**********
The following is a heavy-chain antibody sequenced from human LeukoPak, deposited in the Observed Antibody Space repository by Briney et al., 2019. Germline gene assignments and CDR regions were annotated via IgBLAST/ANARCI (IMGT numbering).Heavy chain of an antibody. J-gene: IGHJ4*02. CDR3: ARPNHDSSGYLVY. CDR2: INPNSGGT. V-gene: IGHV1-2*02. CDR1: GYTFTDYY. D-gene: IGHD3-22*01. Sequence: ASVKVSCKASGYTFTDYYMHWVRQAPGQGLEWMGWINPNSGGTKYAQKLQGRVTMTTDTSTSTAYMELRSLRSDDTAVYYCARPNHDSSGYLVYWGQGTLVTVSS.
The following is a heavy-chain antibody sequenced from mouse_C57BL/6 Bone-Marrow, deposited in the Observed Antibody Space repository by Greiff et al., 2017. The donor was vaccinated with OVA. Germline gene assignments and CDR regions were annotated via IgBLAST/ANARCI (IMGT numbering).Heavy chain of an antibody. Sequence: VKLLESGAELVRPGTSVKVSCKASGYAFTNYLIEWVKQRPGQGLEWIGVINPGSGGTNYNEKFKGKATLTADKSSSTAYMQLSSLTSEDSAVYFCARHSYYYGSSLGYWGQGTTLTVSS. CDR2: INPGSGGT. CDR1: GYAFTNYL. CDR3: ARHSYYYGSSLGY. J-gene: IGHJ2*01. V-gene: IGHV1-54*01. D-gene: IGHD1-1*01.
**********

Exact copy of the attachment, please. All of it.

The following is a heavy-chain antibody sequenced from human LeukoPak, deposited in the Observed Antibody Space repository by Briney et al., 2019. Germline gene assignments and CDR regions were annotated via IgBLAST/ANARCI (IMGT numbering).Heavy chain of an antibody. J-gene: IGHJ4*02. CDR3: ARPNHDSSGYLVY. CDR2: INPNSGGT. V-gene: IGHV1-2*02. CDR1: GYTFTDYY. D-gene: IGHD3-22*01. Sequence: ASVKVSCKASGYTFTDYYMHWVRQAPGQGLEWMGWINPNSGGTKYAQKLQGRVTMTTDTSTSTAYMELRSLRSDDTAVYYCARPNHDSSGYLVYWGQGTLVTVSS.
The following is a heavy-chain antibody sequenced from mouse_C57BL/6 Bone-Marrow, deposited in the Observed Antibody Space repository by Greiff et al., 2017. The donor was vaccinated with OVA. Germline gene assignments and CDR regions were annotated via IgBLAST/ANARCI (IMGT numbering).Heavy chain of an antibody. Sequence: VKLLESGAELVRPGTSVKVSCKASGYAFTNYLIEWVKQRPGQGLEWIGVINPGSGGTNYNEKFKGKATLTADKSSSTAYMQLSSLTSEDSAVYFCARHSYYYGSSLGYWGQGTTLTVSS. CDR2: INPGSGGT. CDR1: GYAFTNYL. CDR3: ARHSYYYGSSLGY. J-gene: IGHJ2*01. V-gene: IGHV1-54*01. D-gene: IGHD1-1*01.